Crowdfund Investing For Dummies
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Crowdfund investing is an entirely new industry and an entirely new asset class for investors to evaluate. It represents the beginning of Web 3.0, where the social web (or Web 2.0) combines with businesses raising capital.

It creates a new way for businesses to get seed funding or growth capital, and it will generate an entirely new ecosystem of businesses, business models, processes, and strategies that can be used in starting or growing a business. Just like the ecosystem that was formed around the social web, the formation of an ecosystem of businesses to support and enhance this new, highly innovative industry.

Anticipate new forms of capital creation and financial instruments

Creativity and opportunity generate the possibility for new strategies, tactics, and services to begin. It’ll be fascinating to watch as this new way to raise capital creates new business models and ways of thinking.

As society continues its move toward deeper customization of experience, more digital connections will occur, making in-person connections less regular. People will create more experiences, value, and relationships online. These sociological changes will affect how businesses grow and succeed.

As nations, investors, and business owners become accustomed to these types of relationships and transactions, more governments will allow cross-border capital flows via crowdfund investing. The regulatory frameworks will need to be revised to allow this, but over time, governments will see the benefits and will be able to put reasonable safeguards in place to protect business owners, investors, and communities.

Redefine community

When people discuss crowdfund investing in terms of “community-based financing,” you must understand that “community” is not just related to the geography of where you live and work. The web has made it far easier than ever before to create communities online. These communities could be communities of origin, communities of interest, or communities of diaspora.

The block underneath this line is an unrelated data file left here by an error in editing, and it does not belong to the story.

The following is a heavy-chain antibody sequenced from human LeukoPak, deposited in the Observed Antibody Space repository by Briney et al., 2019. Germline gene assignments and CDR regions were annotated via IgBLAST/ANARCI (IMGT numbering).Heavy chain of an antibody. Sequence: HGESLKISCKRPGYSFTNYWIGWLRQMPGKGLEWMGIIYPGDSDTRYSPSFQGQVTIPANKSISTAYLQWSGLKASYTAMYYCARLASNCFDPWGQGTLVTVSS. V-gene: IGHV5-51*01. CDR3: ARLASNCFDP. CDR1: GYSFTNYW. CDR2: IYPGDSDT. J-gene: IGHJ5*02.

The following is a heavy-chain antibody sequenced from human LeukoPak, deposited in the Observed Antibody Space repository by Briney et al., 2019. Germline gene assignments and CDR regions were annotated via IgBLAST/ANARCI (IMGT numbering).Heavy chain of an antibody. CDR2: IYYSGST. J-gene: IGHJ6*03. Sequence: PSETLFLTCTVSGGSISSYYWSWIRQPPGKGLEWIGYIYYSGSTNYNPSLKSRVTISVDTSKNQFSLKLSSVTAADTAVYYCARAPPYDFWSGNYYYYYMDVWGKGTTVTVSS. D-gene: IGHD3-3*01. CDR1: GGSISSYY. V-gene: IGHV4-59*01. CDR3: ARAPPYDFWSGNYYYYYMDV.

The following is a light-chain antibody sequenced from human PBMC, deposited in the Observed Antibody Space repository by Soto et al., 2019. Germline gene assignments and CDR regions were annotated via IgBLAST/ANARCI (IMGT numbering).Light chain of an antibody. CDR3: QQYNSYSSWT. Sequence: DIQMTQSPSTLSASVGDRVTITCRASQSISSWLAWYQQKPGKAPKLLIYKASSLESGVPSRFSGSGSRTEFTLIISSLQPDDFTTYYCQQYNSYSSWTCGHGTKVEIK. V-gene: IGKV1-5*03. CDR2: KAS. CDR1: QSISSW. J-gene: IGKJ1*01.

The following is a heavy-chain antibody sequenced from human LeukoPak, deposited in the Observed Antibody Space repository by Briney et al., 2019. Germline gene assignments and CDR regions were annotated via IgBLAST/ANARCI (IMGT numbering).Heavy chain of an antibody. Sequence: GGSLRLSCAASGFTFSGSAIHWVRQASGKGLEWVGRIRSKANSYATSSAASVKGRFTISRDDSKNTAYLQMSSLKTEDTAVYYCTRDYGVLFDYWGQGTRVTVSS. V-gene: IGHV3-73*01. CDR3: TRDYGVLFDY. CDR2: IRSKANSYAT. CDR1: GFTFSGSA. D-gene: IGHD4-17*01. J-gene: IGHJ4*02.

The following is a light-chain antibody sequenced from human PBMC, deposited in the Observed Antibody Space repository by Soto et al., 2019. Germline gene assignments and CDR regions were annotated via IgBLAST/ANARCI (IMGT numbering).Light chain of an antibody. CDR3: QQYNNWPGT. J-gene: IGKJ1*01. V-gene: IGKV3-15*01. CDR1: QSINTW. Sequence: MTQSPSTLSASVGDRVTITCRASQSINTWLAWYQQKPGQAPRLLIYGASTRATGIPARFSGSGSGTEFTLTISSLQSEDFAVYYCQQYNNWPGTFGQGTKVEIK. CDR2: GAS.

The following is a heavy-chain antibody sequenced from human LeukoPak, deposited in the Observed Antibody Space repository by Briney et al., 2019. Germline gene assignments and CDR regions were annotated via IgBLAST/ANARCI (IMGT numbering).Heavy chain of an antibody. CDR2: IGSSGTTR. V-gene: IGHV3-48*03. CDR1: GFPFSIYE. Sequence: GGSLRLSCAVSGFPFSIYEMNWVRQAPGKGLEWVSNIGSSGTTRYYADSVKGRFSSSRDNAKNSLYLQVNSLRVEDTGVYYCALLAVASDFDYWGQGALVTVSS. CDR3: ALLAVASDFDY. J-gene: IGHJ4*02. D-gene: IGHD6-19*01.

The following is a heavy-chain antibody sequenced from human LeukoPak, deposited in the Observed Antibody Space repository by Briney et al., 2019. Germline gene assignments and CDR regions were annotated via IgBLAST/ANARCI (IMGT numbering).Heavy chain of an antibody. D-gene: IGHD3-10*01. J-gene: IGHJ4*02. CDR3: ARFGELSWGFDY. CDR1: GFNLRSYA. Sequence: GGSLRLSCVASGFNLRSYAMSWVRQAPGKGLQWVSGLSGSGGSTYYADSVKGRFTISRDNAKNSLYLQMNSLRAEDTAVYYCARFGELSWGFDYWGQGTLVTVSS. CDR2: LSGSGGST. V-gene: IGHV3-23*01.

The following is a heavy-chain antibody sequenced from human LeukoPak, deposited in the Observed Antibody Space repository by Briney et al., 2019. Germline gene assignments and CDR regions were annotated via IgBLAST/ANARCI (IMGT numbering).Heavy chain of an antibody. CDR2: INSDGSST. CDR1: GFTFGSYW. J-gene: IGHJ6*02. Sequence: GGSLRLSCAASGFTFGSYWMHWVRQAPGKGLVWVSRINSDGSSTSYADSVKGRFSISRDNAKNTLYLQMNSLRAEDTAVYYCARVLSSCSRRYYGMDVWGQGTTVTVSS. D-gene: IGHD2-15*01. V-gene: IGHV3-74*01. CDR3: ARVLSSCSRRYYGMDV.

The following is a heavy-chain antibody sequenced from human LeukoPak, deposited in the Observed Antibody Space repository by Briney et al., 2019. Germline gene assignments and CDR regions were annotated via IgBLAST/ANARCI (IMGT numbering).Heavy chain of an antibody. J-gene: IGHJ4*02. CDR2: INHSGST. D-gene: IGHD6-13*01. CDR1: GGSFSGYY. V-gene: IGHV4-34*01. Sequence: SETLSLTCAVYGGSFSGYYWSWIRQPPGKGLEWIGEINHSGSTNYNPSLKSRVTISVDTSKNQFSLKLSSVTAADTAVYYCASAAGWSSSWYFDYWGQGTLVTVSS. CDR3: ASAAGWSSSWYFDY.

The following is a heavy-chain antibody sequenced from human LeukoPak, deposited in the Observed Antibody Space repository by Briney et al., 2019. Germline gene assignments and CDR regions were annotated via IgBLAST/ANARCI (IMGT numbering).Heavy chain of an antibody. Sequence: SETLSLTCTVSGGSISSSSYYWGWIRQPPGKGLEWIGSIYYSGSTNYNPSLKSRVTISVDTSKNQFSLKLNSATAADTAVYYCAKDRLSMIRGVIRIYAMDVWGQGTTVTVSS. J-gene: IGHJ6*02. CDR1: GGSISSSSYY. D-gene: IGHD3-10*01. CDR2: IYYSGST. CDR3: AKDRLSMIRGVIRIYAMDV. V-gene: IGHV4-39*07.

The web can now connect these communities in ways that enable them to support businesses and ideas in convenient and engaged ways. This should be a great benefit for all types of communities. These communities also can assist in crowd vigilance to provide additional security and protection to reduce and eliminate fraud wherever possible.

Build communities and businesses based on the power of crowds

This is the beginning of a new chapter in the history of corporate America. Many individuals feel disconnected and disappointed in large corporations. They want to find ways to shop and invest locally, ways to support their own communities and interests.

A few companies that were unable to get the attention of traditional venture capital and angel investors have been able to find crowds to invest in them. In some cases, these same companies have gone on to receive investment from angel or venture capital investors because the company had already received the support of the crowd and proved there were customers for their services.

About This Article

This article is from the book:

About the book authors:

Sherwood Neiss, Jason W. Best, and Zak Cassady-Dorion are the founders of Startup Exemption (developers of the crowdfund investing framework used in the 2012 JOBS Act). They deeply understand the process, rules, disclosures, and risks of capital formation from both the entrepreneur's and the investor's points of view.

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